►  In today’s Seattle Times — Bosses imperil cleanup at Hanford, agency says — Managers of a $12.2 billion project to stabilize radioactive waste at the Hanford nuclear reservation actively prevent workers from raising serious safety concerns — and sometimes punish those who do, a scathing government investigation has found.

►  In today’s Tri-City Herald — Defense safety board blasts DOE, Bechtel — Accusations included burying technical reports that raised safety issues, admonishing an expert whose testimony to the board differed from DOE policy and creating an atmosphere that discouraged workers from raising technical issues that could affect the plant’s safe operation. The report called for Energy Secretary Steven Chu to step in, saying prompt, major improvements are needed and will only be successful and lasting if he champions them.

►  In today’s Tri-City Herald — 148 volunteer for layoffs at CH2M Hill — More than 10% of the planned layoffs at Hanford’s CH2M Hill Plateau Remediation Co. will be accomplished voluntarily. They are part of the 1,350 layoffs planned by Sept. 29. In addition, Hanford contractor Mission Support Alliance now says it plans to lay off up to 444 workers this year. It laid off 144 in March and has approval to lay off 300 more by Sept. 29, said spokeswoman Rae Weil.

►  In today’s News Tribune — Foss Hotel plans still in legal limbo — Mark Hollander of Hollander Investments said Monday that the company’s plans to build a 104-room Marriott Residence Inn and a 152-room Hilton Garden Inn could come to fruition by early next year if Hollander wins its latest court battle with the owners of downtown’s Hotel Murano.

►  In today’s News Tribune — Pierce Transit board approves additional transit cuts — Commissioners approved a second round of much-contested service cuts Monday, eliminating 17 fixed-bus routes. Pierce Transit officials have now reduced service by 35%. The first round of cuts went into effect this week. The changes approved Monday will take effect in October.

►  In today’s Columbian — Fire grant, labor talks delay Vancouver budget adoption — FEMA had given the city a June 30 deadline to officially accept a $2.3 million federal grant to hire 13 firefighters and reopen the now-closed Fire Station 6, but the city council had expressed reservations about accepting it until it comes to a contract agreement with its largest firefighter union, IAFF Local 452.




►  At — Cantwell: Keep job training — Washington’s community colleges suffered cuts in the recently passed state budget.  Now, Republicans are threatening deep cuts or elimination of the federal Workforce Investment Act that has supplied money to train nearly 12,000 people in this state during the past year. Sen. Maria Cantwell (D-Wash.) toured a South Seattle Community College green jobs training class on Monday, and spoke in defense of the WIA.

►  In today’s Tri-City Herald — Columbia Basin College plans to cut 29 jobs — Columbia Basin College will cut up to 29 jobs, reduce several positions from full to part time and impose other cuts to make up about $7.6 million in lost state money, he said.

►  At CNN Money — Surging college costs price out middle class — Tuition and fees at public universities  have surged almost 130% over the last 20 years — while middle-class incomes have stagnated. As a result, families are taking on unprecedented levels of debt, downgrading their child’s education from a four-year to a two-year degree, or forgoing a college education entirely.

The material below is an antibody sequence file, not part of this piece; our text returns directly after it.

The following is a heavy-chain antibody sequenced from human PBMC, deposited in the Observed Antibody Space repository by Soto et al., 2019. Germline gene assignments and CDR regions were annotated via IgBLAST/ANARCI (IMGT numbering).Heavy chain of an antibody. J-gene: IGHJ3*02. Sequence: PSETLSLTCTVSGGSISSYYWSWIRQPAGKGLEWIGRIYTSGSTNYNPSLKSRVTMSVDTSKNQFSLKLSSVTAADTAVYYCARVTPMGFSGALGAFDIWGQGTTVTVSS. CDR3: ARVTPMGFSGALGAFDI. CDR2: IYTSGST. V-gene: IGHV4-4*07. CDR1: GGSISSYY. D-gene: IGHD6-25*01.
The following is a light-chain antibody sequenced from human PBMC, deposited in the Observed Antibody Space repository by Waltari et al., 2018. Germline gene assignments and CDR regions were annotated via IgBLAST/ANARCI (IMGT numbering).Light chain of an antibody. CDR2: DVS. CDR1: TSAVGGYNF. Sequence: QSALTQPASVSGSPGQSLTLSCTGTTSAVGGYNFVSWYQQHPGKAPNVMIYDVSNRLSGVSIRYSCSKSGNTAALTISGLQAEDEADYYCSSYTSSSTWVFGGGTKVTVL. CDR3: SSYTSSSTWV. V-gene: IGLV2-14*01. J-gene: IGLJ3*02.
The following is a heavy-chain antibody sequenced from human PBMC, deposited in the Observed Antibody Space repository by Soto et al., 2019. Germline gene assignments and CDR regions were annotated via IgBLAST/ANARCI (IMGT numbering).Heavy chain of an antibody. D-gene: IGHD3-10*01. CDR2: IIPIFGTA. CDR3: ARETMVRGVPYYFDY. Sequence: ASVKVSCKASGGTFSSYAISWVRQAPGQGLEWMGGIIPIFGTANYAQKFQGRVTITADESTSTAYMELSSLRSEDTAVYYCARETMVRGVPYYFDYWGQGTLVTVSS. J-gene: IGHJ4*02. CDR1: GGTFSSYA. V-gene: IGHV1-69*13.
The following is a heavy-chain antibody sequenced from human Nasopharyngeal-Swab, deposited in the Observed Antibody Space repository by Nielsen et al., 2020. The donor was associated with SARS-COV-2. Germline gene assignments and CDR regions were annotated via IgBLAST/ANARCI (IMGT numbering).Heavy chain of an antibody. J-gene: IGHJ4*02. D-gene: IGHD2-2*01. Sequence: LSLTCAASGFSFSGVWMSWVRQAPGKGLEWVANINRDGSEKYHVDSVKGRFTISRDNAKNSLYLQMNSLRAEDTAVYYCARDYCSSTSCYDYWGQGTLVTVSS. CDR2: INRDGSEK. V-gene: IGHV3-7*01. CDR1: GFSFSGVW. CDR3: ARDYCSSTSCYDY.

EDITOR’S NOTE: What middle class?




►  At Politico — Deja vu all over again in Wisconsin — The next round of Mayhem in Madison is about to begin. Wisconsin officials are girding for a replay of the showdown that drew tens of thousands of protesters to the capitol earlier this year, as GOP state lawmakers prepare to make another run at passing Gov. Scott Walker’s elimination of collective bargaining for public employees.

►  At TPM — Wisconsin Republicans to reintroduce anti-union bill in budget negotiations — Wisconsin GOP leaders are gearing up to pass the state’s controversial anti-union law again, after it was struck down in court thanks to the way it was passed. Or to be exact, they are now declaring that could pass it in the state budget process beginning Tuesday — if the state Supreme Court doesn’t rule in their favor and restore the law first.

►  At TPM — Wisconsin GOP’s “fake democrats” to cost taxpayers more than $400K — The Republican strategy of planting fake Democratic candidates in the state Senate recall elections won’t just add some serious time to the process. It’s also going to cost local governments and taxpayers throughout the state over $428,000, in just a partial estimate.




►  In today’s Washington Post — Good for Obama’s Jobs Council, good for America? — Some of the powerful executives who advised President Obama on Monday about how to solve the unemployment problem in the United States are themselves focused overseas for growth. Five of the biggest companies on Obama’s jobs council, General Electric, Citigroup, Intel, Procter & Gamble and DuPont, rely on foreign revenues for a majority of their sales — a shift that’s occurred just in the past several years for most of these firms. U.S. multinational firms reduced their workforce in this country by 2.9 million between 1999 and 2009, according to recent data from the Commerce Department. Meanwhile, they added 2.4 million workers overseas. Corporate profits have largely returned to their levels from before the financial crisis, and executive pay has come roaring back. But income for most workers has been stagnant and the unemployment rate remains stubbornly high at 9.1%.

The Stand posts links to Washington state and national news of interest every weekday morning by 9 a.m. Make this electronic “clip service” your first stop each morning! These links are functional on the date of posting, but sometimes expire.


CHECK OUT THE UNION DIFFERENCE in Washington: higher wages, affordable health and dental care, job and retirement security.

FIND OUT HOW TO JOIN TOGETHER with your co-workers to negotiate for better wages, benefits, and a voice at work. Or go ahead and contact a union organizer today!